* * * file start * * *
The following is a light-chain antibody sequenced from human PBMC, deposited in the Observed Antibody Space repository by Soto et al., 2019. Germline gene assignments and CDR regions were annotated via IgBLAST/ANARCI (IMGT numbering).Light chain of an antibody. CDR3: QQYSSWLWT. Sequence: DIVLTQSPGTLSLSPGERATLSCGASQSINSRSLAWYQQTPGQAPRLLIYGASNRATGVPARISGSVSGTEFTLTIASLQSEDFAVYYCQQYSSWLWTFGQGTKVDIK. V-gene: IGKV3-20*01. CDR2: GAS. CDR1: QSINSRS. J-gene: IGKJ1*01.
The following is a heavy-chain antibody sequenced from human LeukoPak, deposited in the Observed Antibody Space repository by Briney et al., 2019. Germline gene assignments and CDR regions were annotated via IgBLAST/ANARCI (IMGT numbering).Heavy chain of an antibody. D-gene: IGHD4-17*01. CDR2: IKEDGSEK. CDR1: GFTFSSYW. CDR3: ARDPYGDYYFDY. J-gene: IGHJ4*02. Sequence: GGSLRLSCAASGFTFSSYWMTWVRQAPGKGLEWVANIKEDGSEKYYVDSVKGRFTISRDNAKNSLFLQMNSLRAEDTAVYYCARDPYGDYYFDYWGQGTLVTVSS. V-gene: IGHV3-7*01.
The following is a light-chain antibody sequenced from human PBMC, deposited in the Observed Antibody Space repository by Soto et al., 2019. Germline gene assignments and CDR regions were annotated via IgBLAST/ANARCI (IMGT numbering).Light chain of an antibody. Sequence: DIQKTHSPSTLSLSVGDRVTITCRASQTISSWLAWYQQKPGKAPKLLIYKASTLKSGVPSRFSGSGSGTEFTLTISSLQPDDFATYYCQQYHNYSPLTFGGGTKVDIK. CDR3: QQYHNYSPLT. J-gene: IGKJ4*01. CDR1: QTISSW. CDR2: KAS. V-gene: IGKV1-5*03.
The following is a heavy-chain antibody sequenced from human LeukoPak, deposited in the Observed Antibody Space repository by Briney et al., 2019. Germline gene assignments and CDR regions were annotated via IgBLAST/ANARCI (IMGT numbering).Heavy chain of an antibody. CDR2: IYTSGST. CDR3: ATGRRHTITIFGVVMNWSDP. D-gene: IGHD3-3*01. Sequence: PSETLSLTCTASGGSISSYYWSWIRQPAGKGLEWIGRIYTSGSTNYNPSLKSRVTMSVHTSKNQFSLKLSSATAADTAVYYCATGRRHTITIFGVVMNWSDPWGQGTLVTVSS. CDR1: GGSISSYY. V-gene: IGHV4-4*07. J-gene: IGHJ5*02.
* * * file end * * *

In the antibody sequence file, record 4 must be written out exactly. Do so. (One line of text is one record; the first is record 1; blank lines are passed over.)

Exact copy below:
The following is a heavy-chain antibody sequenced from human LeukoPak, deposited in the Observed Antibody Space repository by Briney et al., 2019. Germline gene assignments and CDR regions were annotated via IgBLAST/ANARCI (IMGT numbering).Heavy chain of an antibody. CDR2: IYTSGST. CDR3: ATGRRHTITIFGVVMNWSDP. D-gene: IGHD3-3*01. Sequence: PSETLSLTCTASGGSISSYYWSWIRQPAGKGLEWIGRIYTSGSTNYNPSLKSRVTMSVHTSKNQFSLKLSSATAADTAVYYCATGRRHTITIFGVVMNWSDPWGQGTLVTVSS. CDR1: GGSISSYY. V-gene: IGHV4-4*07. J-gene: IGHJ5*02.